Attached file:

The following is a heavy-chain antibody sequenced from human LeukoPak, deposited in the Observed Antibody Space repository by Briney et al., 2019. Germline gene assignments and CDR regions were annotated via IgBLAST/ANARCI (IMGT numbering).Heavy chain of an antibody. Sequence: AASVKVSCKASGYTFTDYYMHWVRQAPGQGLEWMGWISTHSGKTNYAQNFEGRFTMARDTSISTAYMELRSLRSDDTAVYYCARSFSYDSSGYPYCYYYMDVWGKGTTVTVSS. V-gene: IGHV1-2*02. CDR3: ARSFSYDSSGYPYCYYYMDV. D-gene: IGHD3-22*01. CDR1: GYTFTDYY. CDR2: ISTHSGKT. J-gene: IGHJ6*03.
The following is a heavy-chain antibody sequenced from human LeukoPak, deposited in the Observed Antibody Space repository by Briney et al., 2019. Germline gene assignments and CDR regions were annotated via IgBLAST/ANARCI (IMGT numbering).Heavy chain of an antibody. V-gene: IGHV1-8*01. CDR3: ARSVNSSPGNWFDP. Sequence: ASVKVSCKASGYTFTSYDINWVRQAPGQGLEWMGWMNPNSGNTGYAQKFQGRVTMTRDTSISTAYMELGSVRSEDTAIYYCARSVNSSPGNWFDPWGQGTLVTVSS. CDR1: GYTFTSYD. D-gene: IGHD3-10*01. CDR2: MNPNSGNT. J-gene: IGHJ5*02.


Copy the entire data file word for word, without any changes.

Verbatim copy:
The following is a heavy-chain antibody sequenced from human LeukoPak, deposited in the Observed Antibody Space repository by Briney et al., 2019. Germline gene assignments and CDR regions were annotated via IgBLAST/ANARCI (IMGT numbering).Heavy chain of an antibody. Sequence: AASVKVSCKASGYTFTDYYMHWVRQAPGQGLEWMGWISTHSGKTNYAQNFEGRFTMARDTSISTAYMELRSLRSDDTAVYYCARSFSYDSSGYPYCYYYMDVWGKGTTVTVSS. V-gene: IGHV1-2*02. CDR3: ARSFSYDSSGYPYCYYYMDV. D-gene: IGHD3-22*01. CDR1: GYTFTDYY. CDR2: ISTHSGKT. J-gene: IGHJ6*03.
The following is a heavy-chain antibody sequenced from human LeukoPak, deposited in the Observed Antibody Space repository by Briney et al., 2019. Germline gene assignments and CDR regions were annotated via IgBLAST/ANARCI (IMGT numbering).Heavy chain of an antibody. V-gene: IGHV1-8*01. CDR3: ARSVNSSPGNWFDP. Sequence: ASVKVSCKASGYTFTSYDINWVRQAPGQGLEWMGWMNPNSGNTGYAQKFQGRVTMTRDTSISTAYMELGSVRSEDTAIYYCARSVNSSPGNWFDPWGQGTLVTVSS. CDR1: GYTFTSYD. D-gene: IGHD3-10*01. CDR2: MNPNSGNT. J-gene: IGHJ5*02.